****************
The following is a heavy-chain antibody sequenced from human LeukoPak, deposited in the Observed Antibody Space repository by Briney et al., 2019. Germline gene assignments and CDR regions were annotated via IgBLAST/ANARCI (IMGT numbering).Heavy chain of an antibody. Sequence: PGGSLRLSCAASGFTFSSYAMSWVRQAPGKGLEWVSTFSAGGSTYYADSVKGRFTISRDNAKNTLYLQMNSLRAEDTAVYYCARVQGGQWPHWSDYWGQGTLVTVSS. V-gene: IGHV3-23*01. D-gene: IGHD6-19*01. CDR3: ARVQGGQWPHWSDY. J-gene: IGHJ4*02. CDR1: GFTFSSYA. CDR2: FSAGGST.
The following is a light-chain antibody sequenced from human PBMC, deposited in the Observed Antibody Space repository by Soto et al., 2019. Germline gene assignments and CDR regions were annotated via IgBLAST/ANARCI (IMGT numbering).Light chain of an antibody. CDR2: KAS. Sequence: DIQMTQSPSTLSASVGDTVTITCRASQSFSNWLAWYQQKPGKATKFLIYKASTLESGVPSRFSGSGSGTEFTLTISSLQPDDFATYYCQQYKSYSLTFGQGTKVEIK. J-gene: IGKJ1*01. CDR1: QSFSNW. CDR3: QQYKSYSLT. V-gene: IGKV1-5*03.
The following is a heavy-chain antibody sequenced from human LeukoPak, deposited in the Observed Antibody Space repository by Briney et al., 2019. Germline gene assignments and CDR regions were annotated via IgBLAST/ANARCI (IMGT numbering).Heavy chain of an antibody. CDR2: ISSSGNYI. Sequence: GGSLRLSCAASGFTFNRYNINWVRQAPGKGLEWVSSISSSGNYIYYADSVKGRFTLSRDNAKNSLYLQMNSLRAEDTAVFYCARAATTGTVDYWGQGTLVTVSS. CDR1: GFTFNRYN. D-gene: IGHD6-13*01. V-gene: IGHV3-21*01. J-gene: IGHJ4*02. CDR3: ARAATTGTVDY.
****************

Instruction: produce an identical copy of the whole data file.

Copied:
The following is a heavy-chain antibody sequenced from human LeukoPak, deposited in the Observed Antibody Space repository by Briney et al., 2019. Germline gene assignments and CDR regions were annotated via IgBLAST/ANARCI (IMGT numbering).Heavy chain of an antibody. Sequence: PGGSLRLSCAASGFTFSSYAMSWVRQAPGKGLEWVSTFSAGGSTYYADSVKGRFTISRDNAKNTLYLQMNSLRAEDTAVYYCARVQGGQWPHWSDYWGQGTLVTVSS. V-gene: IGHV3-23*01. D-gene: IGHD6-19*01. CDR3: ARVQGGQWPHWSDY. J-gene: IGHJ4*02. CDR1: GFTFSSYA. CDR2: FSAGGST.
The following is a light-chain antibody sequenced from human PBMC, deposited in the Observed Antibody Space repository by Soto et al., 2019. Germline gene assignments and CDR regions were annotated via IgBLAST/ANARCI (IMGT numbering).Light chain of an antibody. CDR2: KAS. Sequence: DIQMTQSPSTLSASVGDTVTITCRASQSFSNWLAWYQQKPGKATKFLIYKASTLESGVPSRFSGSGSGTEFTLTISSLQPDDFATYYCQQYKSYSLTFGQGTKVEIK. J-gene: IGKJ1*01. CDR1: QSFSNW. CDR3: QQYKSYSLT. V-gene: IGKV1-5*03.
The following is a heavy-chain antibody sequenced from human LeukoPak, deposited in the Observed Antibody Space repository by Briney et al., 2019. Germline gene assignments and CDR regions were annotated via IgBLAST/ANARCI (IMGT numbering).Heavy chain of an antibody. CDR2: ISSSGNYI. Sequence: GGSLRLSCAASGFTFNRYNINWVRQAPGKGLEWVSSISSSGNYIYYADSVKGRFTLSRDNAKNSLYLQMNSLRAEDTAVFYCARAATTGTVDYWGQGTLVTVSS. CDR1: GFTFNRYN. D-gene: IGHD6-13*01. V-gene: IGHV3-21*01. J-gene: IGHJ4*02. CDR3: ARAATTGTVDY.